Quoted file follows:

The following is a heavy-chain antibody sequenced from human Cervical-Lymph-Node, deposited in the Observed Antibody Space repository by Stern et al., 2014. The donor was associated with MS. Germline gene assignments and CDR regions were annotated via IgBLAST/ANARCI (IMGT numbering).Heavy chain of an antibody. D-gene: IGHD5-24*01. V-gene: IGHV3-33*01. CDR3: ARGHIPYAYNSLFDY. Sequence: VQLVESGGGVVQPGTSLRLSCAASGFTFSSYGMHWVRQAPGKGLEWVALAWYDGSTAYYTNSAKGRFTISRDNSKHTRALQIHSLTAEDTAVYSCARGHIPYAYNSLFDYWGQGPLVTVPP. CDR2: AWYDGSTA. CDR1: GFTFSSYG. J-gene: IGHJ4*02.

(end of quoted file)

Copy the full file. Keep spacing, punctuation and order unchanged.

The following is a heavy-chain antibody sequenced from human Cervical-Lymph-Node, deposited in the Observed Antibody Space repository by Stern et al., 2014. The donor was associated with MS. Germline gene assignments and CDR regions were annotated via IgBLAST/ANARCI (IMGT numbering).Heavy chain of an antibody. D-gene: IGHD5-24*01. V-gene: IGHV3-33*01. CDR3: ARGHIPYAYNSLFDY. Sequence: VQLVESGGGVVQPGTSLRLSCAASGFTFSSYGMHWVRQAPGKGLEWVALAWYDGSTAYYTNSAKGRFTISRDNSKHTRALQIHSLTAEDTAVYSCARGHIPYAYNSLFDYWGQGPLVTVPP. CDR2: AWYDGSTA. CDR1: GFTFSSYG. J-gene: IGHJ4*02.